By London BDS
Just weeks after the UK’s only Ahava shop near Covent Garden closed as a direct result of regular demonstrations by human rights campaigners and months after major UK retailer John Lewis announced that it is no longer selling the poisonous brand comes news that Kings College London (KCL) is participating in an EU-funded nanoparticle research project alongside Ahava Dead Sea Laboratories Ltd.
Outraged students and faculty have called on KCL to immediately withdraw from the project, reject the grant it has received and take steps to ensure that the university does not find itself in a similar position in the future.
As a first step in achieving this goal, KCL students have created an e-petition that has been widely circulated and publicised, both in the UK and abroad.
The KCL-Ahava partnership attracts international condemnation
Within a fortnight, over 700 signatories including Noam Chomsky, Remi Kanazi, Ali Abunimah, Ahdaf Soueifas as well as academics, lawyers, artists, writers, journalists, filmmakers and people from all walks of life, in both the UK and throughout the world, have added their voices to call on KCL to immediately disengage from this project and distance themselves from Ahava.
One KCL student said: “We are asking all people of conscience, whether they are students or not, to add their name to the petition. We have been overwhelmed by the support and expressions of solidarity we have received and hope we can follow one success with another.”
The petition states:
King’s College London is conducting research in close collaboration with Ahava Dead Sea Laboratories, an Israeli cosmetics company partly owned by and located in the illegal Israeli settlement of Mitzpe Shalem, deep in occupied Palestinian territory.
Ahava profits from, and helps to maintain, Israeli violations of international law. By collaborating with Ahava, KCL has itself become complicit with the Israeli occupation of Palestinian land.
Echoing the overwhelming international consensus on the illegal nature of Israeli settlements, we join KCL Action Palestine in calling upon the university to withdraw from the project immediately, reject the grant it has received as part of the project, and take active steps to ensure that the university does not find itself in a similar position in the future.
The campaign has been gathering momentum. Yesterday on October 12th, the University of London Senate voted to condemn ‘in the strongest terms‘ KCL’s collaboration with Ahava:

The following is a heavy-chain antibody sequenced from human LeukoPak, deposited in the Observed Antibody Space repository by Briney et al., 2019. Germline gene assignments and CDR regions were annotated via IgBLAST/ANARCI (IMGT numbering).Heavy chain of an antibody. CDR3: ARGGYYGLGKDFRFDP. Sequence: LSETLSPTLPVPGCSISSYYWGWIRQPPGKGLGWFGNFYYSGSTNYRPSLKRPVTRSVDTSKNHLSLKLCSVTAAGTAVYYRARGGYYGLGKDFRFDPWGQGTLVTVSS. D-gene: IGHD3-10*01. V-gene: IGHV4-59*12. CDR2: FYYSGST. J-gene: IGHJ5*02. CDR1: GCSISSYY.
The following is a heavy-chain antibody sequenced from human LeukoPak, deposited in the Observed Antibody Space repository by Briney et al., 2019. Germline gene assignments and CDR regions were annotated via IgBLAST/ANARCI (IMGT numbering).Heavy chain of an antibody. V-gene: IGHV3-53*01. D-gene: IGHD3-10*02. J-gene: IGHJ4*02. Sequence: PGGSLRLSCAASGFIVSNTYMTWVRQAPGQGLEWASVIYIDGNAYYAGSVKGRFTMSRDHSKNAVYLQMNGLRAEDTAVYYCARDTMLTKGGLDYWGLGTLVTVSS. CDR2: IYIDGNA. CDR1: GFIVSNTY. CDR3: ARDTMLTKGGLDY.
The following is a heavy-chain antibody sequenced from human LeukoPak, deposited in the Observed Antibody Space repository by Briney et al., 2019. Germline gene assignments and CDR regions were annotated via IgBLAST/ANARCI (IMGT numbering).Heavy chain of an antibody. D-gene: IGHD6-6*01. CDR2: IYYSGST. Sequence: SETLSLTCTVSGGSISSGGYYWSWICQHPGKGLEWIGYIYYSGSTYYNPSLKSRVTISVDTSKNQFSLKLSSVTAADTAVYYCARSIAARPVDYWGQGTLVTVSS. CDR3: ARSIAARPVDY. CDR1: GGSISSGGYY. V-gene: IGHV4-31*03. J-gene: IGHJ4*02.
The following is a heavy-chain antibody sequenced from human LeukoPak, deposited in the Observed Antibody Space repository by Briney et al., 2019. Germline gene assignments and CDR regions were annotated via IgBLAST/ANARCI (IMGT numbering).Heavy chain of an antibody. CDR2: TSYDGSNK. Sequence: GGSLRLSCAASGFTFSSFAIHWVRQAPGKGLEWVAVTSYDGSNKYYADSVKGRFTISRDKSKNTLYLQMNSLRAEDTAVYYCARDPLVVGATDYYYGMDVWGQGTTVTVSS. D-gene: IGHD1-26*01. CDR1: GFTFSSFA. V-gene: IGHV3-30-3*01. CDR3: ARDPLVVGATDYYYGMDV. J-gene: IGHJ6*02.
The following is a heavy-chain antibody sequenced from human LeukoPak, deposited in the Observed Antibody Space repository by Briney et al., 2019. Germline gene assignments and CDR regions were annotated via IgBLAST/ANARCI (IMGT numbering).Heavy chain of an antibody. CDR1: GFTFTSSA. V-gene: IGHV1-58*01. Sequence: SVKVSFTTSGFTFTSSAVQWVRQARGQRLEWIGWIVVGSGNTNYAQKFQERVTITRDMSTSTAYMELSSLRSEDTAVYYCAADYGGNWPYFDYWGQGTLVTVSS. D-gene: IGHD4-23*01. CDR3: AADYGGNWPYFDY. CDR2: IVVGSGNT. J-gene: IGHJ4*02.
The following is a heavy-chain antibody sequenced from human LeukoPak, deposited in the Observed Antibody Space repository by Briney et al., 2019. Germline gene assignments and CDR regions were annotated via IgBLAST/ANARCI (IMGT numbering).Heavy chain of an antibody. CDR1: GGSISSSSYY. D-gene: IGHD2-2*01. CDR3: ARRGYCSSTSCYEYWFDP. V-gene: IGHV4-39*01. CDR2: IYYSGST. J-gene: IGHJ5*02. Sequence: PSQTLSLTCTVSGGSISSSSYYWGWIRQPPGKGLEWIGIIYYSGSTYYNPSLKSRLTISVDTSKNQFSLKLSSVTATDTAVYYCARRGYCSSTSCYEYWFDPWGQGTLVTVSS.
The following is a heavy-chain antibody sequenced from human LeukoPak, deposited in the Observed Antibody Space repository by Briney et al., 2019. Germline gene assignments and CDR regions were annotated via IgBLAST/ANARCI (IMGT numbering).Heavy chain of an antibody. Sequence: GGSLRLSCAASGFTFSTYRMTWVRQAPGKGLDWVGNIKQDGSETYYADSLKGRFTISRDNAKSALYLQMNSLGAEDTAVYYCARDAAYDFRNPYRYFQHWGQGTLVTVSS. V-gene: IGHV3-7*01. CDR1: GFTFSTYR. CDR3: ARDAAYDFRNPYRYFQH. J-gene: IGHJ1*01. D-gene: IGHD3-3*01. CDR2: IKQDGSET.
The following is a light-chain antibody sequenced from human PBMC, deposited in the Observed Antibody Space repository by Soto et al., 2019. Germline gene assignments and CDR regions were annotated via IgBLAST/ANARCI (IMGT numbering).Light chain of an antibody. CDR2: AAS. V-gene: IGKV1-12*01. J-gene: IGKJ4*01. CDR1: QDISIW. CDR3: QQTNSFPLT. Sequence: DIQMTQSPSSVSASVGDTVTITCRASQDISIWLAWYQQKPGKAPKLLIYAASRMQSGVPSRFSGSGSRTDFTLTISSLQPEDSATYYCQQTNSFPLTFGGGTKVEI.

It has been recently uncovered that Kings College London is conducting joint research with Ahava Dead Sea Laboratories
Ahava is a commercial company located in the Israeli settlement of Mitzpe Shalem, a settlement in occupied Palestinian West Bank territory and hence illegal under international law
Ahava is profiting off Dead Sea resources that are being stolen illegally from the Palestinian land taken by Mitzpe Shalem
There has been a call by Palestinian civil society to boycott those companies implicit in Israeli war crimes, breaches of international law and abuses of Palestinian human rights
Ahava represents a company directly benefiting and profiteering from the occupation of Palestine and appropriation of Palestinian land
It is unacceptable for an academic institution to lend, not merely legitimacy, but active support and research for such an entity that breaks international law
By conducting research with Ahava, Kings College is itself implicit with criminal activity and abuse of human rights
To condemn in the strongest terms the research project between Kings College and Ahava, and demand the immediate severing of the project
To support the campaign led by academics and students at Kings College, to achieve this aim
Votes: 9 – for, 0 – against, 3 – abstentions
Ahava eligible for EU funding?
Máire Geoghegan-Quinn, the EU’s commissioner for scientific research stated that some of Ahava’s EU-funded research may have been conducted in the West Bank, despite the EU’s judgement that Israeli settlements in the Occupied Palestinian Territories are illegal according to international law.
EU science grant applications state that projects that violate “fundamental ethical principles” are ineligible for funding, which leads one to ask why a €1 million grant was awarded to a company committing violations of international law while participating in this project.
Author/Activist David Cronin blogs more about this subject in an Electronic Intifada post entitled Occupation profiteer Ahava soaks up EU science grants.
- Petition against King’s College London involvement with Ahava (please sign)
- KCL Action Palestine Campaign Against Ahava Facebook page